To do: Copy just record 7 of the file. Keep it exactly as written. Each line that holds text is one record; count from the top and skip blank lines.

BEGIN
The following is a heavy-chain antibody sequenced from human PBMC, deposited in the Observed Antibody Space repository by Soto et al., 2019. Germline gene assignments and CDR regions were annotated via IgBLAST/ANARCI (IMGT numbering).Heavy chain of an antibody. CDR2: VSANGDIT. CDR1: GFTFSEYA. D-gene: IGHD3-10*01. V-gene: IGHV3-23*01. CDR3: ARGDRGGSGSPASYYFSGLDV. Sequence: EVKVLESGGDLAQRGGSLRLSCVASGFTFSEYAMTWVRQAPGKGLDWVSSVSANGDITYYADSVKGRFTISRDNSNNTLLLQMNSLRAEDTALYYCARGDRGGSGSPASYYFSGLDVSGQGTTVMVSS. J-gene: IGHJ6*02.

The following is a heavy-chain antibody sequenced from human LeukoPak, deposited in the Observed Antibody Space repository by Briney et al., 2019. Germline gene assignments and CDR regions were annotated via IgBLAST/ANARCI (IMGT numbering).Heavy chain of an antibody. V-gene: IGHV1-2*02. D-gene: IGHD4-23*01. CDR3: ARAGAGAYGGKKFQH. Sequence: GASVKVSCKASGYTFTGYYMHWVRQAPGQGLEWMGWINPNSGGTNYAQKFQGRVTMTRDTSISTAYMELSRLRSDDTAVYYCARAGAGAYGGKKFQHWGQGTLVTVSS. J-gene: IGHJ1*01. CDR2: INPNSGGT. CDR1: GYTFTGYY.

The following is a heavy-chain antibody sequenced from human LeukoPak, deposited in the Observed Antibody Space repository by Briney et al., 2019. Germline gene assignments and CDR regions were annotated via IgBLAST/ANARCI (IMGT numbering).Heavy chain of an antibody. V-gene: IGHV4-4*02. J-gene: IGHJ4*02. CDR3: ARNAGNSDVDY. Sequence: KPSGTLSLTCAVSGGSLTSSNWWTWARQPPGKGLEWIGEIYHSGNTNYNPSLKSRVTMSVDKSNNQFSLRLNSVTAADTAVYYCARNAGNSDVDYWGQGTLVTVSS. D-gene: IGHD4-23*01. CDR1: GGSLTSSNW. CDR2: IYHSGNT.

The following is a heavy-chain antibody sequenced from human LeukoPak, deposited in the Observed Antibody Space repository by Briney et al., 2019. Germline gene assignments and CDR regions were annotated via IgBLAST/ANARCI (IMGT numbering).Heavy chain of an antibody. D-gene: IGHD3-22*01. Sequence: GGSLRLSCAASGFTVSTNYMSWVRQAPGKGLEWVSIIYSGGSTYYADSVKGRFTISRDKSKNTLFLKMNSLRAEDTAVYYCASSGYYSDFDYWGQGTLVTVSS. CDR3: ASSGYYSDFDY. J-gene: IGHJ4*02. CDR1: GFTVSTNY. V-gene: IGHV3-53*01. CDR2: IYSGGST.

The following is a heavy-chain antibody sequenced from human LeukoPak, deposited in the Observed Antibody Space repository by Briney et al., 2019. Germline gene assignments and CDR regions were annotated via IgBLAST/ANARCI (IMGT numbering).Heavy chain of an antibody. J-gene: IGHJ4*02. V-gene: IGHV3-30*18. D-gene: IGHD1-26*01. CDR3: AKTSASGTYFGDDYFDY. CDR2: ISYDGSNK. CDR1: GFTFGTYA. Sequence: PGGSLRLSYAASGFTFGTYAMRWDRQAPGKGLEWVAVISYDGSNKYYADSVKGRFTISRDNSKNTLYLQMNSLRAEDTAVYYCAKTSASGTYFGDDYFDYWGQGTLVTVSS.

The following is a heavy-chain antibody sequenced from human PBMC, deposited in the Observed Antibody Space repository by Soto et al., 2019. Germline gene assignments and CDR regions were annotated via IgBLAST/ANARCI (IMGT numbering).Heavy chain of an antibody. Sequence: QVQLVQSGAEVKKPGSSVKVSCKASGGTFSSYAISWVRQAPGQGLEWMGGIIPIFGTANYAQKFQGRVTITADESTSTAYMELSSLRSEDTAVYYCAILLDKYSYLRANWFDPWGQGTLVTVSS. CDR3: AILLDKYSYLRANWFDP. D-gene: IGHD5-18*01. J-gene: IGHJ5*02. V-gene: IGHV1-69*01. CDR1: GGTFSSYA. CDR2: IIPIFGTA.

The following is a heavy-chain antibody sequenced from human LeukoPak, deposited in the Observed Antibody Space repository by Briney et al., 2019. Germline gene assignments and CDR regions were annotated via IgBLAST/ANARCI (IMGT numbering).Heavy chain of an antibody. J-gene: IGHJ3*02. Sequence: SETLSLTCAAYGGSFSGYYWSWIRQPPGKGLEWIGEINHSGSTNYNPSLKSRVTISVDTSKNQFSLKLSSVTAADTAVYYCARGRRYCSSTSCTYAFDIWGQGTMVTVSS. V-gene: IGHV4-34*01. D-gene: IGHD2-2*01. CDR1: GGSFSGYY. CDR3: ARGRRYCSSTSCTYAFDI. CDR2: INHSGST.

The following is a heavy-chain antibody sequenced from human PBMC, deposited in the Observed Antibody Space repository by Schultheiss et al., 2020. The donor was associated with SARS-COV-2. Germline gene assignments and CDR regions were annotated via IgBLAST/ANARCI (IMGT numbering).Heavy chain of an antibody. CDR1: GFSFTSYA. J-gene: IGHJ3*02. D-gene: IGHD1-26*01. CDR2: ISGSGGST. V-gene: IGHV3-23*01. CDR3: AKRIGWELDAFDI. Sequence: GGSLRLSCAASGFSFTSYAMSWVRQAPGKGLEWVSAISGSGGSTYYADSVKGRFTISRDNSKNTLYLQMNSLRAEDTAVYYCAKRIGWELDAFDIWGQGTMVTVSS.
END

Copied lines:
The following is a heavy-chain antibody sequenced from human LeukoPak, deposited in the Observed Antibody Space repository by Briney et al., 2019. Germline gene assignments and CDR regions were annotated via IgBLAST/ANARCI (IMGT numbering).Heavy chain of an antibody. J-gene: IGHJ3*02. Sequence: SETLSLTCAAYGGSFSGYYWSWIRQPPGKGLEWIGEINHSGSTNYNPSLKSRVTISVDTSKNQFSLKLSSVTAADTAVYYCARGRRYCSSTSCTYAFDIWGQGTMVTVSS. V-gene: IGHV4-34*01. D-gene: IGHD2-2*01. CDR1: GGSFSGYY. CDR3: ARGRRYCSSTSCTYAFDI. CDR2: INHSGST.